The Sun Yellow in the second bunch is a real candidate for the must haves if you like really bright colors. I used to buy twice as much of this as any other color (and I usually buy more yellow than the others as it takes so much more to "move" the reds and blues which are very strong colors) but lately I have found I preferred the mixed colors I have made with Golden Yellow. A good rule of thumb is to use the cheaper pure colors to mix your colors, ie use the golden yellow with red to make orange rather than bright yellow. The golden yellow tends already to the red side. Same goes for blues. All the blues except for Basic Blue (ProChem name) tend toward green and therefore are a smarter move for mixing greens. Basic Blue tends to mix better with red. It takes more and more money to try to make a "purer" color (one which does not tend to one direction or the other as color is really a continuum, not a distinct point). However, it gets even more complicated as some of the colors are "clearer" than others and will always give you a brighter color even if you break the above rule of thumb!! The brightest of the MX pure colors are Turquoise, Sun Yellow and Fuchsia. I believe their pure Navy is also quite "bright". However, some of us have a rather heavy hand with our dye powders and tend to make some pretty concentrated colors. Elin Noble suggested that most of the colors are best when used at about 3% -- they are automatically brighter.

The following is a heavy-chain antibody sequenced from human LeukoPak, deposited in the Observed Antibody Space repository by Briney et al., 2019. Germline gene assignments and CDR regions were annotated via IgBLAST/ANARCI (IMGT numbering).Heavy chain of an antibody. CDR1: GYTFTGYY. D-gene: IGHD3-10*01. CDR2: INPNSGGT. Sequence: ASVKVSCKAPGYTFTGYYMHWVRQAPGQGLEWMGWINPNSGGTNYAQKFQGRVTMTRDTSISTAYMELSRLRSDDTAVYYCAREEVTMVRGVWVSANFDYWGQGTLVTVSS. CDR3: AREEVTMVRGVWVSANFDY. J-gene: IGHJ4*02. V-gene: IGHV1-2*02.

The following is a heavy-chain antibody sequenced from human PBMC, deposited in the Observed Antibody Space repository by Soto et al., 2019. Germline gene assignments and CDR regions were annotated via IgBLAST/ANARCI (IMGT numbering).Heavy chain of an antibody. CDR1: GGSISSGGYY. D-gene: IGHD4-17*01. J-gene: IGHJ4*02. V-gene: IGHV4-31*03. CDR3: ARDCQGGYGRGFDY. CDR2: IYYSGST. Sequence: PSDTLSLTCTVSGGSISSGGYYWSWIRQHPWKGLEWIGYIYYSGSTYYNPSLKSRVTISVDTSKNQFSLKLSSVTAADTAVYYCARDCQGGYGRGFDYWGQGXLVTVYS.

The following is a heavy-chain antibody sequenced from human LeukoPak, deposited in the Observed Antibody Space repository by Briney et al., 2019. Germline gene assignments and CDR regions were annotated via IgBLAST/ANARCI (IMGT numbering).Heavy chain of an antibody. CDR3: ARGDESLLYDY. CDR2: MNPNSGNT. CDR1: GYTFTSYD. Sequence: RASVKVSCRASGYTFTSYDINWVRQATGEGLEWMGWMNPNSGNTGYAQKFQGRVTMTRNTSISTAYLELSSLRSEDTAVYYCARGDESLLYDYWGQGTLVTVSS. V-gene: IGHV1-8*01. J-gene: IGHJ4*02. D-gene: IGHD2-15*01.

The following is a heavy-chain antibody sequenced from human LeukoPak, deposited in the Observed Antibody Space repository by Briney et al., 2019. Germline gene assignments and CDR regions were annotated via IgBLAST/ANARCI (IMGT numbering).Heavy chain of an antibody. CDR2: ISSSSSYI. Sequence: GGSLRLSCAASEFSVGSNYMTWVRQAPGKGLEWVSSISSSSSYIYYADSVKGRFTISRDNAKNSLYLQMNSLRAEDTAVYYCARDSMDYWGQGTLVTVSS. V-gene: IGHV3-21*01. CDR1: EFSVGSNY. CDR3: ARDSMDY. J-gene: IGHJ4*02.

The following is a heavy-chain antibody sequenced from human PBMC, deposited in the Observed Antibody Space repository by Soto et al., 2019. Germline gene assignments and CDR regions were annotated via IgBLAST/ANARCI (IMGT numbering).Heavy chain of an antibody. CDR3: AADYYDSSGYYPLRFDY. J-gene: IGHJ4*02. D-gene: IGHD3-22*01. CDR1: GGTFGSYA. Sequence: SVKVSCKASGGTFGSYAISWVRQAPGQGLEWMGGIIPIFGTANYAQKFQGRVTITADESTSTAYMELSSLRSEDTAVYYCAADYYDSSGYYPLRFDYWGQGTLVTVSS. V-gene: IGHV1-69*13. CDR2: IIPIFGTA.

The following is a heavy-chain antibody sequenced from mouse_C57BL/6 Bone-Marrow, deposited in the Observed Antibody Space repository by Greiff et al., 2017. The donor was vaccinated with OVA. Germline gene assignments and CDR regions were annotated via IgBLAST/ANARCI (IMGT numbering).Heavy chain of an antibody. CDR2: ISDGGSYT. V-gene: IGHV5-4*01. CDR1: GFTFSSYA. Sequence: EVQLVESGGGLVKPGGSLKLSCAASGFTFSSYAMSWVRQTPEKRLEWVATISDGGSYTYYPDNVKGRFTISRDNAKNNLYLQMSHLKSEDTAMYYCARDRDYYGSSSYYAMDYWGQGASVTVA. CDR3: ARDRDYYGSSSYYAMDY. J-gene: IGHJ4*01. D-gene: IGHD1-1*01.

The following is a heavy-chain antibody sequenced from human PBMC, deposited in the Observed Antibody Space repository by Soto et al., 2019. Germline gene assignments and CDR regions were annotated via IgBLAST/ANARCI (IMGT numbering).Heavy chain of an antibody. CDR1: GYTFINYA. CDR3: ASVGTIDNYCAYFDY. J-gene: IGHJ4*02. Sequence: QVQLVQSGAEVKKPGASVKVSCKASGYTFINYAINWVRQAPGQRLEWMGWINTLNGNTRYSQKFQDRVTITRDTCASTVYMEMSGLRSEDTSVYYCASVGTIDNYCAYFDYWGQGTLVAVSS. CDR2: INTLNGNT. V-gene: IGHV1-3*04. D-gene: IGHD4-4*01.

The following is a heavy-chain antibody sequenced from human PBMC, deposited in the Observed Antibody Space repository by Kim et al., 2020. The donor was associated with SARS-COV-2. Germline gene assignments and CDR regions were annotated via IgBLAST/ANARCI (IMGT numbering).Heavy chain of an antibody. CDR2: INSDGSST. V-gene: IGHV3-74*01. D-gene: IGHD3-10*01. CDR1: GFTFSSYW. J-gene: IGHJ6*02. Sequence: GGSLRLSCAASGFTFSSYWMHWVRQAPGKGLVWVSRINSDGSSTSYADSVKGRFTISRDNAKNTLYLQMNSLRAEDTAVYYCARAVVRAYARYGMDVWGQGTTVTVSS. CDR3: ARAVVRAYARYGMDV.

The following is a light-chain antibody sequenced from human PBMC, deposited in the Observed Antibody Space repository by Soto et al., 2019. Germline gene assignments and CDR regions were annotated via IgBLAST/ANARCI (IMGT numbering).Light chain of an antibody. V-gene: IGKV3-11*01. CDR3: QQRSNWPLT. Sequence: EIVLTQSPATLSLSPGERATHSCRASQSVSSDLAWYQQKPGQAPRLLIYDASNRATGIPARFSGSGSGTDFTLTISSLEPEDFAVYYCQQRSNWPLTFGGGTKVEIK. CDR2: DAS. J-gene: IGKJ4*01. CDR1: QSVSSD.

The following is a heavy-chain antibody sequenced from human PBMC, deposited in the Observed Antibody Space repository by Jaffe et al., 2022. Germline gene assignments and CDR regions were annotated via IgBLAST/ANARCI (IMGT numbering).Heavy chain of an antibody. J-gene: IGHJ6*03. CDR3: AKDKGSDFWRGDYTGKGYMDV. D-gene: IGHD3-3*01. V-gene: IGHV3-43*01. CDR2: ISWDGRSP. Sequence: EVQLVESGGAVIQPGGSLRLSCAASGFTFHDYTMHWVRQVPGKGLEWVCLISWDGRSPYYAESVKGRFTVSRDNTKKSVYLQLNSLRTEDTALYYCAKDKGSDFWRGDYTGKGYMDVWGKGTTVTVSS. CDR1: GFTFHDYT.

There is just so much to learn about these dyes. A lot of the information out there is opinion and the same goes for what I post.

There are several people out there in cyberland and the real world whose opinions I value and trust -- Doug Wilson and Paula Birch( who regularly post to Dyerslist (a must do digest for anyone who is serious about dyeing), Elin Noble( -- a world class dyer who combines the art with the science and never hesitates to say she doesn't know if she doesn't, and Ann Johnson( who is the pioneer of low water immersion dyeing and who took direct dyeing to whole new levels.

Friday, November 9, 2007

A Day with Sharyn Craig

Couldn't resist another autumn picture!

This was Sharyn with one of my favorites of her quilts.

Well, we had a fantastic class today with Sharyn Craig. I first saw Sharyn out at Asilomar although I had seen many of her columns in one of my quilting magazines and had several of her books. She is just one of the most fun teachers I think we have had at GVQC and I really enjoyed her class today. I picked up many helpful hints as well as some wonderful templates and directions for future quilts.